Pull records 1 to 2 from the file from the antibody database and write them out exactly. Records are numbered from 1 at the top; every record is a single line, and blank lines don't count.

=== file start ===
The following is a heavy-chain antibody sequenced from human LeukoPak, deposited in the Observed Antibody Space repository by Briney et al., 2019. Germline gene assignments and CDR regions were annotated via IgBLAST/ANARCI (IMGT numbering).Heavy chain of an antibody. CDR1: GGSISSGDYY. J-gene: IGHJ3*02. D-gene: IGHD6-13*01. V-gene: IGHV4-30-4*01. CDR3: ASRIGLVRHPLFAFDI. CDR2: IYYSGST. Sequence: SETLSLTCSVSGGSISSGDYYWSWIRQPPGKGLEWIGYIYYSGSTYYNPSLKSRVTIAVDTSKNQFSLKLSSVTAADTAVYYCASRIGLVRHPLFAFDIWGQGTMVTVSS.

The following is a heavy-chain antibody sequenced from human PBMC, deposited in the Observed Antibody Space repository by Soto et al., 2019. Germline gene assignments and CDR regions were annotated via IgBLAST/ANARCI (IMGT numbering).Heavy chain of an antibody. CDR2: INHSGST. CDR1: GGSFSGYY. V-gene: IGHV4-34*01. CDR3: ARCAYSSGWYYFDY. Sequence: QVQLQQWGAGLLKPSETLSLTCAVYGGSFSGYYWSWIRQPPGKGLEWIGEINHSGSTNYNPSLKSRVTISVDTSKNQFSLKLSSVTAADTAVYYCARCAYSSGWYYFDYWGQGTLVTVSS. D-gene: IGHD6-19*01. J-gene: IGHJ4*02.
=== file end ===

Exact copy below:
The following is a heavy-chain antibody sequenced from human LeukoPak, deposited in the Observed Antibody Space repository by Briney et al., 2019. Germline gene assignments and CDR regions were annotated via IgBLAST/ANARCI (IMGT numbering).Heavy chain of an antibody. CDR1: GGSISSGDYY. J-gene: IGHJ3*02. D-gene: IGHD6-13*01. V-gene: IGHV4-30-4*01. CDR3: ASRIGLVRHPLFAFDI. CDR2: IYYSGST. Sequence: SETLSLTCSVSGGSISSGDYYWSWIRQPPGKGLEWIGYIYYSGSTYYNPSLKSRVTIAVDTSKNQFSLKLSSVTAADTAVYYCASRIGLVRHPLFAFDIWGQGTMVTVSS.

The following is a heavy-chain antibody sequenced from human PBMC, deposited in the Observed Antibody Space repository by Soto et al., 2019. Germline gene assignments and CDR regions were annotated via IgBLAST/ANARCI (IMGT numbering).Heavy chain of an antibody. CDR2: INHSGST. CDR1: GGSFSGYY. V-gene: IGHV4-34*01. CDR3: ARCAYSSGWYYFDY. Sequence: QVQLQQWGAGLLKPSETLSLTCAVYGGSFSGYYWSWIRQPPGKGLEWIGEINHSGSTNYNPSLKSRVTISVDTSKNQFSLKLSSVTAADTAVYYCARCAYSSGWYYFDYWGQGTLVTVSS. D-gene: IGHD6-19*01. J-gene: IGHJ4*02.